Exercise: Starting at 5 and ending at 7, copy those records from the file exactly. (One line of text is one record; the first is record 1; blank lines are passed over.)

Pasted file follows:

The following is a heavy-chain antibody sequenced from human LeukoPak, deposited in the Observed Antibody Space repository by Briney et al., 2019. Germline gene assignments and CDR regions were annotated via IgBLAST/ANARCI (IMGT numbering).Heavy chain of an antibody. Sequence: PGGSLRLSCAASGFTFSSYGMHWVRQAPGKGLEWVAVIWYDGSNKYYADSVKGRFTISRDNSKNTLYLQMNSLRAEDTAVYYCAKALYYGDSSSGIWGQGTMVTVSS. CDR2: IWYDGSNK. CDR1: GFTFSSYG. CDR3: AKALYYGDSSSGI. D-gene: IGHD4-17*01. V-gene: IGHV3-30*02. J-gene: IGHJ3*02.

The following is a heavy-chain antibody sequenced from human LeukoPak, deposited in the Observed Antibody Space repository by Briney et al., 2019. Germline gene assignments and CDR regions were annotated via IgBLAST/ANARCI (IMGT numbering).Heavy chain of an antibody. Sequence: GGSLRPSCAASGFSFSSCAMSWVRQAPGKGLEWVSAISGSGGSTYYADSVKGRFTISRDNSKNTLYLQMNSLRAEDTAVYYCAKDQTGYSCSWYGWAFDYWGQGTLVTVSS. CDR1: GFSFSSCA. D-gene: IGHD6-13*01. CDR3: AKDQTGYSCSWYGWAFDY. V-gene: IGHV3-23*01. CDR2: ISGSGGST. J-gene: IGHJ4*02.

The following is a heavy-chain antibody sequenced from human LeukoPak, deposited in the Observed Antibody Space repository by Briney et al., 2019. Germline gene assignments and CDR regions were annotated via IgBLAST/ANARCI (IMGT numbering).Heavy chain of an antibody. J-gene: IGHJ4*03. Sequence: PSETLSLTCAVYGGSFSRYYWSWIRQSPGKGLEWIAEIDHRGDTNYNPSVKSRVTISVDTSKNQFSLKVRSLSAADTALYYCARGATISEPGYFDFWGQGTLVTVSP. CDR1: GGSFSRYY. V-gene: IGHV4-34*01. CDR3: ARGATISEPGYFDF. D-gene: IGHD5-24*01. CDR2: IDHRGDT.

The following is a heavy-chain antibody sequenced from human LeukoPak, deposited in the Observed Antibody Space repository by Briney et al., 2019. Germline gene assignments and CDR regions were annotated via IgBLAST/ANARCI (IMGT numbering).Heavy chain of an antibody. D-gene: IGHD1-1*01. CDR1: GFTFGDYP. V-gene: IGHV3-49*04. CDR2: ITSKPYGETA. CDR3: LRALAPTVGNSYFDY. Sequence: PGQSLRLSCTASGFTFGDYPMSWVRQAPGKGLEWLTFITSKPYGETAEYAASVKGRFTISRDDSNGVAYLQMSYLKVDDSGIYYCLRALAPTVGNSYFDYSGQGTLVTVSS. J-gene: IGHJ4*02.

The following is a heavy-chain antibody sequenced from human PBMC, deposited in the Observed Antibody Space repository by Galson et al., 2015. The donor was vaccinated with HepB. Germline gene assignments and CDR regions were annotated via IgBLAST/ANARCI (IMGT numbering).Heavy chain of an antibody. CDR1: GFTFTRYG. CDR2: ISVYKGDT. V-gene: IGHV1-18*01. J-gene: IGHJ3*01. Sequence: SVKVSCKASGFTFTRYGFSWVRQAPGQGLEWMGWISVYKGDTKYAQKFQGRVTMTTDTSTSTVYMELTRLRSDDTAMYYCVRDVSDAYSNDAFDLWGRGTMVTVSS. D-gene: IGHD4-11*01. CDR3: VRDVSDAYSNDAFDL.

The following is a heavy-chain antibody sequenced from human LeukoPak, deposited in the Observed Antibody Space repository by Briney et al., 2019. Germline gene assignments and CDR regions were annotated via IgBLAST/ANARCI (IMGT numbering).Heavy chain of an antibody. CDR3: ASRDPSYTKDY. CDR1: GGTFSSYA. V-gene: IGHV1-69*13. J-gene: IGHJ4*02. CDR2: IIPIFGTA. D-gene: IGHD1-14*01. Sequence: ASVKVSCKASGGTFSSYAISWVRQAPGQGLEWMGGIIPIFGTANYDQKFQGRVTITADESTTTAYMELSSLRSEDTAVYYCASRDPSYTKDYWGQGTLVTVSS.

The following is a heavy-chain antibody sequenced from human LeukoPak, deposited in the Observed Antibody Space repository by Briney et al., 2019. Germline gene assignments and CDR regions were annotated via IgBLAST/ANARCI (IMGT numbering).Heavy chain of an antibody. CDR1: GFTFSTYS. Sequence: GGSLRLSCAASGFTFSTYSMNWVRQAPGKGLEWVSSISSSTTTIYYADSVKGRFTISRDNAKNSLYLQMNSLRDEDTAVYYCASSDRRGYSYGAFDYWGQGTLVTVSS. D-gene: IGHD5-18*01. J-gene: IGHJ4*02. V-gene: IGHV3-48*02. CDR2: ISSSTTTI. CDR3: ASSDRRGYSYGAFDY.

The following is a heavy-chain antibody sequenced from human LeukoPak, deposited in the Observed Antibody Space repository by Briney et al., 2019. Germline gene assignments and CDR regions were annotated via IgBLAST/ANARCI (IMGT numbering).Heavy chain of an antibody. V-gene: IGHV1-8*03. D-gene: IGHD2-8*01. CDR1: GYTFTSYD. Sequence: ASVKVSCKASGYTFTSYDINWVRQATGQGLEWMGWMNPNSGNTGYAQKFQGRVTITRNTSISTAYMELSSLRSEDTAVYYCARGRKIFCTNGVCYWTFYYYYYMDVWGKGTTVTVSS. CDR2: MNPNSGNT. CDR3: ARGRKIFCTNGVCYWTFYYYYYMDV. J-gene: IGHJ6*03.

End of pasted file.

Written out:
The following is a heavy-chain antibody sequenced from human PBMC, deposited in the Observed Antibody Space repository by Galson et al., 2015. The donor was vaccinated with HepB. Germline gene assignments and CDR regions were annotated via IgBLAST/ANARCI (IMGT numbering).Heavy chain of an antibody. CDR1: GFTFTRYG. CDR2: ISVYKGDT. V-gene: IGHV1-18*01. J-gene: IGHJ3*01. Sequence: SVKVSCKASGFTFTRYGFSWVRQAPGQGLEWMGWISVYKGDTKYAQKFQGRVTMTTDTSTSTVYMELTRLRSDDTAMYYCVRDVSDAYSNDAFDLWGRGTMVTVSS. D-gene: IGHD4-11*01. CDR3: VRDVSDAYSNDAFDL.

The following is a heavy-chain antibody sequenced from human LeukoPak, deposited in the Observed Antibody Space repository by Briney et al., 2019. Germline gene assignments and CDR regions were annotated via IgBLAST/ANARCI (IMGT numbering).Heavy chain of an antibody. CDR3: ASRDPSYTKDY. CDR1: GGTFSSYA. V-gene: IGHV1-69*13. J-gene: IGHJ4*02. CDR2: IIPIFGTA. D-gene: IGHD1-14*01. Sequence: ASVKVSCKASGGTFSSYAISWVRQAPGQGLEWMGGIIPIFGTANYDQKFQGRVTITADESTTTAYMELSSLRSEDTAVYYCASRDPSYTKDYWGQGTLVTVSS.

The following is a heavy-chain antibody sequenced from human LeukoPak, deposited in the Observed Antibody Space repository by Briney et al., 2019. Germline gene assignments and CDR regions were annotated via IgBLAST/ANARCI (IMGT numbering).Heavy chain of an antibody. CDR1: GFTFSTYS. Sequence: GGSLRLSCAASGFTFSTYSMNWVRQAPGKGLEWVSSISSSTTTIYYADSVKGRFTISRDNAKNSLYLQMNSLRDEDTAVYYCASSDRRGYSYGAFDYWGQGTLVTVSS. D-gene: IGHD5-18*01. J-gene: IGHJ4*02. V-gene: IGHV3-48*02. CDR2: ISSSTTTI. CDR3: ASSDRRGYSYGAFDY.